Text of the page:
15. A ghoul-bear is said to haunt the swamplands on the east side of the lake, but no man has seen it and lived to tell.
  16. An ancient wyrm resides in one of the deepest parts of Skullfuck Mountain. She hasn't been sighted in over 100 years, nor will anyone utter her name for fear of waking her. Some say her lair can be reached through the volcanic crater atop the mountain.
  17. There are portals to other worlds within Skullfuck Mountain. Some say the original tunnels were built by alien beings.
  18. Those that go deep enough into Skullfuck Mountain will find themselves in Hell.
  19. Any who dare to sleep within the depths of Skullfuck Mountain will find themselves in a Dreamlands version of The Underworld, which is far more strange and horrible than the waking version.
  20. Somewhere within the eye-caves are a matched pair of gem-encrusted phallus-statues; one ruby and one emerald. Lady Sluthers (of Lady Sluthers' Home for Wayward Girls fame) is extremely covetous of these fabled items, and would give much in exchange for ownership of them.

Tuesday, May 28, 2013

Holmes Monsters Illustrated: Berserkers

Doug Kovacs - DCC #70
NO PRISONERS!

My personal image of berserkers will be forever be influenced by the ones +Evan Elkins killed one of my characters with in his Nightwick Abbey. I was one-shotted by one of these guys. They were wearing human skin skullcaps, and I think their "leather" armor was made of human skin as well. I learned that just because you're on level 1, charging in like a dummy is still charging in like a dummy.

Basically, berserkers are men who have been supernaturally corrupted by hanging out in the underworld way too long. They have become bloodthirsty leatherface-type guys who cannot speak or do much of anything except kill. Bright light, such as a torch or lantern held to the face, will usually stun them for a round if they can't make a save against stoning.

WHAT ARE THESE BERSERKERS YOU JUST STUMBLED ACROSS DOING? (if surprised)
  1. Eating a person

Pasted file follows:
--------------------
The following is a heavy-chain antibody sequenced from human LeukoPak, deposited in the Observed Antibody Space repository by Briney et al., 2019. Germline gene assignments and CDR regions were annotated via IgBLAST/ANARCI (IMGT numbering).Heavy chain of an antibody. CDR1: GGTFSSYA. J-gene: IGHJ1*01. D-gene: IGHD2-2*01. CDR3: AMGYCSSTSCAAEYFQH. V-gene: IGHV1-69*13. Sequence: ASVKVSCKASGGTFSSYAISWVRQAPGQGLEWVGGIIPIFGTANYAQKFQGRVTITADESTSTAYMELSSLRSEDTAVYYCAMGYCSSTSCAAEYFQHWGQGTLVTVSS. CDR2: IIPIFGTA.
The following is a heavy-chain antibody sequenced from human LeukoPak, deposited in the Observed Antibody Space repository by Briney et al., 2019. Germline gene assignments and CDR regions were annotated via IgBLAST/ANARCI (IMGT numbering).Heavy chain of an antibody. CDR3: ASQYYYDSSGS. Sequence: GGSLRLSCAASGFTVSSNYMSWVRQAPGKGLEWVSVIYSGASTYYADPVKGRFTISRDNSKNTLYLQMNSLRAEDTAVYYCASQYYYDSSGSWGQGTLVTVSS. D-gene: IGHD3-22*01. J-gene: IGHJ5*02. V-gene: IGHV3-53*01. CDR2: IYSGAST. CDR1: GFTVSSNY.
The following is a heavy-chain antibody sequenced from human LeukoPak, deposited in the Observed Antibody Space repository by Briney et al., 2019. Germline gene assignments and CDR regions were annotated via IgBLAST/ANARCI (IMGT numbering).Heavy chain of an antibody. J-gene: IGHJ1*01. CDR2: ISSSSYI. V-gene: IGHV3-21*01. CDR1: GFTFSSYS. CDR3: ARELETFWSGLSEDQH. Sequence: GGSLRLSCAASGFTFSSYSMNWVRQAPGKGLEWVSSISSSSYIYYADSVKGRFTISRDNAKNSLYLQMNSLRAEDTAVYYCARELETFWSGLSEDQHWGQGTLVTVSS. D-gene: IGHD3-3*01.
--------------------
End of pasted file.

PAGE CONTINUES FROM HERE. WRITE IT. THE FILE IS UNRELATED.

2. Drinking blood from a skull
  3. Sewing some armor/clothes from human skin
  4. Sharpening bones into various stabbing implements
  5. Mutilating themselves
  6. Carving profane slogans into each others' backs and high-fiving each other
  7. Smoking PCP and playing Grand Theft Auto
  8. Having naked wrestling matches with a random dungeon monster from level 3.
WHAT DO THE BERSERKERS WEAR?
  1. Miscellaneous heavy metal concert t-shirts
  2. Naked, but body completely painted in blood; human skin masks
  3. Daisy Dukes, mesh trucker caps and wife beaters
  4. Jeans and jean jackets (i.e. "Canadian Tuxedo")
  5. S&M leathers
  6. GWAR gear
WHAT DO THEY WIELD?
  1. lead pipes
  2. spiked chains
  3. clubs, coated in resin and rolled in broken glass
  4. nothing. will charge and tackle opponents, headbutt, claw at eyes, bite faces, etc.
  5. iron spikes
  6. rusty glaives
WHAT HAPPENS IF THEY CRIT (19-20)?
Roll two exploding damage dice (d8s)

WHAT KINDS OF INCIDENTAL TREASURE CAN BE FOUND ON A BERSERKER?
  1. 1d12 black metal coins of questionable worth
  2. 2d20 teeth of various sorts (1 in 6 chance of a gold one)
  3. eyepatch
  4. 10' rope made of human hair
  5. lump of soul coal
  6. bits of metal suitable for body piercing (if santized)
  7. a half-rotted eyeball
  8. a pair of testacles
  9. butterfly knife
  10. spell scroll. 80% chance it has been used as toilet paper.

Wednesday, May 22, 2013

Holmes Monsters Illustrated: Basilisk